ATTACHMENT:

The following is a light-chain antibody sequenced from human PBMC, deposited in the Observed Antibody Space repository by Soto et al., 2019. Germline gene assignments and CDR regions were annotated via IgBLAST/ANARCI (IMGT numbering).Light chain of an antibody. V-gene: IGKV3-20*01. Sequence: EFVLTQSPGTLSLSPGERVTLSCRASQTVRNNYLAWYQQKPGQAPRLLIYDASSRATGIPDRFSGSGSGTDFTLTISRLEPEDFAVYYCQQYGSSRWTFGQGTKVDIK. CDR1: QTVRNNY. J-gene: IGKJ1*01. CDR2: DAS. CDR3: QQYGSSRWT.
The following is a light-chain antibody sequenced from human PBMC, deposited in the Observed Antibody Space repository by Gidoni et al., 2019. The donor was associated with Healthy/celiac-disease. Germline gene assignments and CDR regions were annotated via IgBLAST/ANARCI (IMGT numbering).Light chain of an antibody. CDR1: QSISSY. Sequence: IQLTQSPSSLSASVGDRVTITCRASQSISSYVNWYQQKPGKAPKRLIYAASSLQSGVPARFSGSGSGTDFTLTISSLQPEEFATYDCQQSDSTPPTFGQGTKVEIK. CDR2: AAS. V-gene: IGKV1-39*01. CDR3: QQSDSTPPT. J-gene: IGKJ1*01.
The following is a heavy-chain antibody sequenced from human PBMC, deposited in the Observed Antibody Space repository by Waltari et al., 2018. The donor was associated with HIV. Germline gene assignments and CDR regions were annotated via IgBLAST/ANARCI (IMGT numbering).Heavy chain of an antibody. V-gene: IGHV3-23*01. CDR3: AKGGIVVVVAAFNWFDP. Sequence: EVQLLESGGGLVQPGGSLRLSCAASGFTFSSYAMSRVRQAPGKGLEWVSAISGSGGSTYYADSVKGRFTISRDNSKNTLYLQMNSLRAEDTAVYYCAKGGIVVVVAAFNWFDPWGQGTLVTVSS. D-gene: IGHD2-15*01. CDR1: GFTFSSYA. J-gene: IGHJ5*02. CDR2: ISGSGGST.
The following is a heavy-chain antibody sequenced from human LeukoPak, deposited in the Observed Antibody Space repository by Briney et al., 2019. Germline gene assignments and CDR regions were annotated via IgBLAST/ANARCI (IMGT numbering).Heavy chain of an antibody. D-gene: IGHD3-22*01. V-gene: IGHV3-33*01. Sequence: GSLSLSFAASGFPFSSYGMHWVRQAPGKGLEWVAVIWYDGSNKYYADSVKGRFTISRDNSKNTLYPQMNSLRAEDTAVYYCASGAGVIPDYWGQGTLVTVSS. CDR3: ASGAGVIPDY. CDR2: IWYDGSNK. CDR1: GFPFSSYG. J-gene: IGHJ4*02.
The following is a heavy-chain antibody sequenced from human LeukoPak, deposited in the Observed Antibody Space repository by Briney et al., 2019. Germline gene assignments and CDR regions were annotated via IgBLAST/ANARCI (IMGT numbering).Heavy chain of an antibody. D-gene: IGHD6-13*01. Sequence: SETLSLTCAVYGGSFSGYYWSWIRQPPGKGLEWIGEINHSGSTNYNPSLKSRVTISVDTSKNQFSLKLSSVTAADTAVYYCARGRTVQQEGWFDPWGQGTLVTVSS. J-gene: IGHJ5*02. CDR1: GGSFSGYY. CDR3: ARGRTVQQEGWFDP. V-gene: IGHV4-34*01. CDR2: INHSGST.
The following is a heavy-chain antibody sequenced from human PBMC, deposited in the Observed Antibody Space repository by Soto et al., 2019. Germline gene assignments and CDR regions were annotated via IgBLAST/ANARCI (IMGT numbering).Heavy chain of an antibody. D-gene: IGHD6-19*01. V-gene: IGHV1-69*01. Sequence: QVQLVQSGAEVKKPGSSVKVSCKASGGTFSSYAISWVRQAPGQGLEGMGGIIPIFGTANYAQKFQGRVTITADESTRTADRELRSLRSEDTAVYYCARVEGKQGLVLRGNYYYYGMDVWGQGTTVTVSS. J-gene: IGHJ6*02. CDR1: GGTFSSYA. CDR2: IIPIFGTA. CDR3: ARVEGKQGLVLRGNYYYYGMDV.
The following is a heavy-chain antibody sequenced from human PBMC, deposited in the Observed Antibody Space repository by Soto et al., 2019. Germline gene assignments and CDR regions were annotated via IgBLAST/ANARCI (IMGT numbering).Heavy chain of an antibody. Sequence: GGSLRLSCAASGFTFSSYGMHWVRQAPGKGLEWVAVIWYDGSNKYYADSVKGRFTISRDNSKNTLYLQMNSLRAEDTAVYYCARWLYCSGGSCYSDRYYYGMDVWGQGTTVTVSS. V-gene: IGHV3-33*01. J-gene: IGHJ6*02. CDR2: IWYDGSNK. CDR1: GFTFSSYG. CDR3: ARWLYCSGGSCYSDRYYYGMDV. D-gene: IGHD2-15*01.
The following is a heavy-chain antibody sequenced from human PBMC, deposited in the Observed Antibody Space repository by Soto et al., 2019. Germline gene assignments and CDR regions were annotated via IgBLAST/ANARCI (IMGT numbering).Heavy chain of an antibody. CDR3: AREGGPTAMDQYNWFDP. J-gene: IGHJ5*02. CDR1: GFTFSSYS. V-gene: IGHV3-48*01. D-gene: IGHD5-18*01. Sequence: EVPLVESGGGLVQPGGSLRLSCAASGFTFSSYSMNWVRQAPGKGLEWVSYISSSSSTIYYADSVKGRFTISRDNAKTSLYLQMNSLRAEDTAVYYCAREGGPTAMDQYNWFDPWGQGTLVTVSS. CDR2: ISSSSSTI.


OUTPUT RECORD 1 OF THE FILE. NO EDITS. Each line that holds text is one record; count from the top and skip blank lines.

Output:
The following is a light-chain antibody sequenced from human PBMC, deposited in the Observed Antibody Space repository by Soto et al., 2019. Germline gene assignments and CDR regions were annotated via IgBLAST/ANARCI (IMGT numbering).Light chain of an antibody. V-gene: IGKV3-20*01. Sequence: EFVLTQSPGTLSLSPGERVTLSCRASQTVRNNYLAWYQQKPGQAPRLLIYDASSRATGIPDRFSGSGSGTDFTLTISRLEPEDFAVYYCQQYGSSRWTFGQGTKVDIK. CDR1: QTVRNNY. J-gene: IGKJ1*01. CDR2: DAS. CDR3: QQYGSSRWT.